5/29/2012

This Wednesday on #Winechat: Value Wines


Hello Friends,

Don’t judge a book by its cover or a bottle of wine by its price point: If you’re like me, you probably try a wide variety of wines at all different price points. In the wonderful world of wine, there is always something new to taste and learn. For this episode of #winechat, the focus will be on [super] value wines. Approximately 80% (perhaps more) of wines sold in the U.S. are under $10, and the selection seems endless. I’ve [personally] found some of these budget bottles to be bland and insipid, while others have been a pleasant surprise and offer good everyday value. I invite you to join me and oodles of other wine enthusiasts on May 30th at 9PM EST to share some of your favorite [preferably nationally available] everyday value wine selections that are priced at a little over or under the $10 price mark. After all, summertime is ripe for fun outdoor cookouts and backyard barbecues, so I will especially be eager to hear (and record) your pocket-friendly value wine recommendations. We’ll also scratch the surface on the business side of super value wines – which is an interesting topic within itself.

#Winechat ~ Under $10 Value Wines


A [somewhat] short parable on value wines: I still consider myself a wine newbie and a budding wine enthusiast, but in 2005, when I was first bitten by the wine bug, I was really new. How new? It wasn’t until week three that I figured out how to pronounce vee-ohn-yay. I included a 2005 Honey Moon Viognier, priced at $5.99, into one of the very first blind Viognier tastings I hosted simply to have an inexpensive bottle of wine included. The median price range was just under $20, with the most expensive being a Condrieu ($50). Several months before, a Chinon -- the least expensive wine in the line-up, ranked first in a blind Cabenet Franc tasting I hosted. At the end of the day, the Honey Moon ranked first – scored by a panel of Virginia wine bloggers and savvy wine consumers. Since that time, I’ve included various vintages of the Honey Moon Viognier in blind Viognier tastings and it has come in first place four times and placed in the top three five times. I personally drink wines at all price points (extreme value to luxury), so I’m not pushing value wines by any stretch. I’m just repeating what I said at the beginning of this post, “Don’t judge a book by its cover or a bottle of wine by its price point.” For some odd reason, I find that wines from lesser known (US) regions and inexpensive bottles are sometimes judged before being properly tasted. Horse before buggy, my friends! Cheers!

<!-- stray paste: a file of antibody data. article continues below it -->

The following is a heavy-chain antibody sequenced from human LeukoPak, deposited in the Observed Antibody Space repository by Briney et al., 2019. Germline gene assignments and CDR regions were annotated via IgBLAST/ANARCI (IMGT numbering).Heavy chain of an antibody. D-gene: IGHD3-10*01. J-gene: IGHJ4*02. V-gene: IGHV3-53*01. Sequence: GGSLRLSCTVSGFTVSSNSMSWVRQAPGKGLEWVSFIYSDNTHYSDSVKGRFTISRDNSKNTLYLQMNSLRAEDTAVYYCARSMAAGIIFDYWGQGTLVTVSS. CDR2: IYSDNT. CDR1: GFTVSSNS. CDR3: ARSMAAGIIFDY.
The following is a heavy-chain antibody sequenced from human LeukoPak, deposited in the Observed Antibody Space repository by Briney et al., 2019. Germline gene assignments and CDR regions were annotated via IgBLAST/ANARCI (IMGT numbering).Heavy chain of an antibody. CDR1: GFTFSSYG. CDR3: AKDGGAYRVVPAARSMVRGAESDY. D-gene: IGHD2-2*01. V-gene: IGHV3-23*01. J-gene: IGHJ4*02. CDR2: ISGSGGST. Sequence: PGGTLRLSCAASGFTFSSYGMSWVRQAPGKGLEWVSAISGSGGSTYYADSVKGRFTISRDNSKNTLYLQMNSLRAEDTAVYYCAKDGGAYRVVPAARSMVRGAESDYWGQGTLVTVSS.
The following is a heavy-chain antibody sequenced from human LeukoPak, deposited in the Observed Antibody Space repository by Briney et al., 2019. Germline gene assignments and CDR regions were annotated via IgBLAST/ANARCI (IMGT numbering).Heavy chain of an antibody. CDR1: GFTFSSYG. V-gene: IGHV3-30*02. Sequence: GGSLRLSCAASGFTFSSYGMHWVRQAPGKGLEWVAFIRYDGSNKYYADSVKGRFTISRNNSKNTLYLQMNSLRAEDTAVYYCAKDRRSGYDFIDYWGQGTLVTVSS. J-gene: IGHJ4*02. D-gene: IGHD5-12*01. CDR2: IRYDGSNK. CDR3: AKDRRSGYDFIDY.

Click here to view the upcoming #winechat schedule on Marie Payton's 'The Life of Vines blog'. Cheers!


Have a question about this post, friends? Feel free to leave a comment or send me an e-mail at myvinespot@yahoo.com, and as always, Happy Sipping! Stay tuned ...more to come.

Live, Love, Laugh, Tweet, Sip, Enjoy!

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5/28/2012

flipflop Wines Media Trip


Hello Friends,

I was recently invited to join several bloggers and social media personalities for a visit to flipflop headquarters in Livermore, California. Flipflop headquarters is situated on Concannon Vineyard estate, and both Livermore and Concannon hold a special place in California wine history. The Livermore Valley is one of California’s oldest wine regions. Robert Livermore, for whom the region is named, planted the area’s first commercial grapes in the 1840’s. Concannon Vineyard, a winery founded in 1883 by Irish immigrant James Concannon, produced California's first varietal Petite Sirah [1961] – a variety that’s doing very well in Livermore today.

Concannon Vineyard


Flipflop is a brand with which I already had some familiarity. Their wines are widely available, and since their launch in early 2011, they have become one of the fastest growing wine brands in the US market. Approximately 80% of wine sold in the U.S. is under $10, and flipflop is regarded as a super value brand. Their low price point, fun and not overly serious packaging, is especially appealing to millennials (born roughly between 1980 and 1995); who are one of the fastest growing wine consumer segments nationally. Across age groups however, the average wine consumer’s sweet-spot for everyday drinking is generally a little under or over the $10 mark.

flipflop Wines


Flipflop’s still wines (Cabernet Sauvignon, Merlot, Pinot Noir, Malbec, Moscato, Pinot Grigio, Sauvignon Blanc, Riesling, and Chardonnay) all sell for $7 per bottle and their sparkling wines (Bubbly Chardonnay, Bubbly Moscato, and Bubbly Pinot Grigio), made using the gas injection method, I believe, all sell for $9 per bottle. Flipflop’s vintner David Georges says, “These are just good wines that complement the everyday casual lifestyle.”